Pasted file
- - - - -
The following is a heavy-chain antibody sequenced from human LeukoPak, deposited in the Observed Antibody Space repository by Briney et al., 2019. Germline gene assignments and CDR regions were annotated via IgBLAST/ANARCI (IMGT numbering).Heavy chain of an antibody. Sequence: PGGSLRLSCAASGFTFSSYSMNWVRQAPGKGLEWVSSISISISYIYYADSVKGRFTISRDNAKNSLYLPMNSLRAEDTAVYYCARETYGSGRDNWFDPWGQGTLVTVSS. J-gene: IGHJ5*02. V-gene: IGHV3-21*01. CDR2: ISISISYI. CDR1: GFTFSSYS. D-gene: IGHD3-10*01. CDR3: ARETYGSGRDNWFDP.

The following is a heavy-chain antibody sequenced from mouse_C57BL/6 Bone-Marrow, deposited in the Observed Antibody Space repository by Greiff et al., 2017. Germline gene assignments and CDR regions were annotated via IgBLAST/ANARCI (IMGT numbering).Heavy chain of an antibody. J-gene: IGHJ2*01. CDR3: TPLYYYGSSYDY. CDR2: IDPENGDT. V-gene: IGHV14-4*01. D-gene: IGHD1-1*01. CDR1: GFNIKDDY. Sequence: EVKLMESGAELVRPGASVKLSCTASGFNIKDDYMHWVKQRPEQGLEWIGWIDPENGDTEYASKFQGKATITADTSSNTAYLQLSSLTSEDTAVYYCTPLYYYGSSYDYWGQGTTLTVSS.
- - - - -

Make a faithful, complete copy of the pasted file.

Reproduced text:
The following is a heavy-chain antibody sequenced from human LeukoPak, deposited in the Observed Antibody Space repository by Briney et al., 2019. Germline gene assignments and CDR regions were annotated via IgBLAST/ANARCI (IMGT numbering).Heavy chain of an antibody. Sequence: PGGSLRLSCAASGFTFSSYSMNWVRQAPGKGLEWVSSISISISYIYYADSVKGRFTISRDNAKNSLYLPMNSLRAEDTAVYYCARETYGSGRDNWFDPWGQGTLVTVSS. J-gene: IGHJ5*02. V-gene: IGHV3-21*01. CDR2: ISISISYI. CDR1: GFTFSSYS. D-gene: IGHD3-10*01. CDR3: ARETYGSGRDNWFDP.

The following is a heavy-chain antibody sequenced from mouse_C57BL/6 Bone-Marrow, deposited in the Observed Antibody Space repository by Greiff et al., 2017. Germline gene assignments and CDR regions were annotated via IgBLAST/ANARCI (IMGT numbering).Heavy chain of an antibody. J-gene: IGHJ2*01. CDR3: TPLYYYGSSYDY. CDR2: IDPENGDT. V-gene: IGHV14-4*01. D-gene: IGHD1-1*01. CDR1: GFNIKDDY. Sequence: EVKLMESGAELVRPGASVKLSCTASGFNIKDDYMHWVKQRPEQGLEWIGWIDPENGDTEYASKFQGKATITADTSSNTAYLQLSSLTSEDTAVYYCTPLYYYGSSYDYWGQGTTLTVSS.